Genetic Architecture of Seed Dormancy in U.S. Weedy Rice in Different Genetic Backgrounds
- Prasanta K. Subudhi *a,
- Arnold Parcoa,
- Pradeep K. Singha,
- Teresa DeLeona,
- Ratna Karana,
- Hanamareddy Biradara,
- Marc A. Cohnb,
- Darshan S. Brarc and
- Takuji Sasakid
- a School of Plant, Environmental, and Soil Sciences, Louisiana State University Agricultural Center, Baton Rouge, LA 70803
b Department of Plant Pathology and Crop Physiology, Louisiana State University Agricultural Center, Baton Rouge, LA 70803
c International Rice Research Institute, Philippines
d National Institute of Agrobiological Sciences, Tsukuba, Japan
Seed dormancy (SD) is a key domestication trait closely related to preharvest sprouting tolerance. Wild and weedy rices (Oryza spp.) exhibit higher degrees of seed dormancy compared to the cultivated rice. Red rice (Oryza sativa L.), a major weed in the rice growing areas of the southern United States, was used to elucidate the genetic architecture of SD. Quantitative trait loci (QTL) analysis conducted in two recombinant inbred line (RIL) populations developed from the crosses involving two rice cultivars (Bengal and Cypress) and a red rice accession (PSRR-1) revealed six to seven QTL for seed dormancy, which accounted for 49 to 52% of the total phenotypic variance. The magnitude of the QTL contribution to phenotypic variance was influenced by genetic backgrounds. The majority of QTL had minor effects, except the QTL linked to Rc and Sdr4. The genetic architecture for seed dormancy in U.S. red rice was distinct compared with the earlier reported weedy accessions. Four QTL were mapped onto similar positions in both populations. Both cultivars and red rice contributed alleles for increased SD. Most of the digenic epistatic interactions involved loci other than the QTL with main effects. The nucleotide polymorphisms at the Sdr4 locus could not explain the phenotypic variation for seed dormancy in our materials. The variation in SD among the rice cultivars could be attributed to segregation of minor QTL, which may be exploited to improve preharvest sprouting tolerance.Please view the pdf by using the Full Text (PDF) link under 'View' to the left.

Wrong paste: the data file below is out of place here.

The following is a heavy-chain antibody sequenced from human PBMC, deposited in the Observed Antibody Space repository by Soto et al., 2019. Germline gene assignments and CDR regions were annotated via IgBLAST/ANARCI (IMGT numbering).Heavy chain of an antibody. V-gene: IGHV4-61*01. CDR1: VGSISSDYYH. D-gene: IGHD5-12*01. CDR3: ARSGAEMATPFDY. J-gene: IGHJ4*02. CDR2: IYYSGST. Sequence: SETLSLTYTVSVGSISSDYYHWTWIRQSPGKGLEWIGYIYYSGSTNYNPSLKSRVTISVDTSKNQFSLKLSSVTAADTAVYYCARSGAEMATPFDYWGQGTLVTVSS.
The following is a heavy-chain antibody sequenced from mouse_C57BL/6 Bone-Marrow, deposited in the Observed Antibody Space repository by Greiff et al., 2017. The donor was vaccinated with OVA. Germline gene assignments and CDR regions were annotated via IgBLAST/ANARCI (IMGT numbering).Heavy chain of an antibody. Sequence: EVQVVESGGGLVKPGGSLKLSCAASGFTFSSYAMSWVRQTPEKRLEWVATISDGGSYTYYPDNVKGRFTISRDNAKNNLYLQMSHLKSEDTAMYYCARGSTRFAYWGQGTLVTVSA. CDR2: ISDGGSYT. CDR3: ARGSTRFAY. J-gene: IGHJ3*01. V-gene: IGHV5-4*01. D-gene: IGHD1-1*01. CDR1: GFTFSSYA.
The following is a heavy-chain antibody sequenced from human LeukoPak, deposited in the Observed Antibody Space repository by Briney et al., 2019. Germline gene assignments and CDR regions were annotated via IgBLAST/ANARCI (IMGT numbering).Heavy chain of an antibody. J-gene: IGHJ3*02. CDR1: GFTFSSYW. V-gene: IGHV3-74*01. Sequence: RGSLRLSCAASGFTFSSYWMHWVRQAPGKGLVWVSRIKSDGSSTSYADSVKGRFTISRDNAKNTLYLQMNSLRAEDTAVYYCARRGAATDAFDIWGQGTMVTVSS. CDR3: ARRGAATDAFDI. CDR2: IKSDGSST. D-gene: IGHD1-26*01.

Copyright © 2012. Copyright © by the Crop Science Society of America, Inc.